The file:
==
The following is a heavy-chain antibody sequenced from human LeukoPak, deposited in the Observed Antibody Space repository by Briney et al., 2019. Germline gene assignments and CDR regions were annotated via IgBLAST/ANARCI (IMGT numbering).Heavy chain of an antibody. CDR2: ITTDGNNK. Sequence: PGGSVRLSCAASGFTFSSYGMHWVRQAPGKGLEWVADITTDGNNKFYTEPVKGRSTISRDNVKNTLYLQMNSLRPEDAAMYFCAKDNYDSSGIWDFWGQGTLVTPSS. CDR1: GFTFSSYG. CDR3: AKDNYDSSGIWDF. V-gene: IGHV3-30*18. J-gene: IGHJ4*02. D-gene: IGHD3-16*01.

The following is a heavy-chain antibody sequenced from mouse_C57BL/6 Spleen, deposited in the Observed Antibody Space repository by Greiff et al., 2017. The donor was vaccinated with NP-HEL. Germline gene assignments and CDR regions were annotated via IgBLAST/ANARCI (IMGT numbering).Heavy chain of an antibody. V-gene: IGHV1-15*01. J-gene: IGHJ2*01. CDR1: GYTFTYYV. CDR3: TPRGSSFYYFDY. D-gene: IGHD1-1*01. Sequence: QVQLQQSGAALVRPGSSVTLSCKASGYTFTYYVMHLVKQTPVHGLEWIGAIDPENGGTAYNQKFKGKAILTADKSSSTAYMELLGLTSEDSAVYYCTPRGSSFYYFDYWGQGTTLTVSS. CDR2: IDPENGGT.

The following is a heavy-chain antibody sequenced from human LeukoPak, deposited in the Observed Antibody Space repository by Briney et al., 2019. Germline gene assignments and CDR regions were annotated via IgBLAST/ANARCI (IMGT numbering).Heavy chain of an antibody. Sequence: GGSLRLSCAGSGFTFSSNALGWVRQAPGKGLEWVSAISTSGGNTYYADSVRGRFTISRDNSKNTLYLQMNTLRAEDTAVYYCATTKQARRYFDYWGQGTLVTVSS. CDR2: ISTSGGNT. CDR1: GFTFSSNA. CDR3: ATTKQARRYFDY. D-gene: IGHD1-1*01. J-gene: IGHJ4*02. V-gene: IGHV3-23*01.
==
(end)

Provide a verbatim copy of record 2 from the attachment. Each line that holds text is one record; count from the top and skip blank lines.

The following is a heavy-chain antibody sequenced from mouse_C57BL/6 Spleen, deposited in the Observed Antibody Space repository by Greiff et al., 2017. The donor was vaccinated with NP-HEL. Germline gene assignments and CDR regions were annotated via IgBLAST/ANARCI (IMGT numbering).Heavy chain of an antibody. V-gene: IGHV1-15*01. J-gene: IGHJ2*01. CDR1: GYTFTYYV. CDR3: TPRGSSFYYFDY. D-gene: IGHD1-1*01. Sequence: QVQLQQSGAALVRPGSSVTLSCKASGYTFTYYVMHLVKQTPVHGLEWIGAIDPENGGTAYNQKFKGKAILTADKSSSTAYMELLGLTSEDSAVYYCTPRGSSFYYFDYWGQGTTLTVSS. CDR2: IDPENGGT.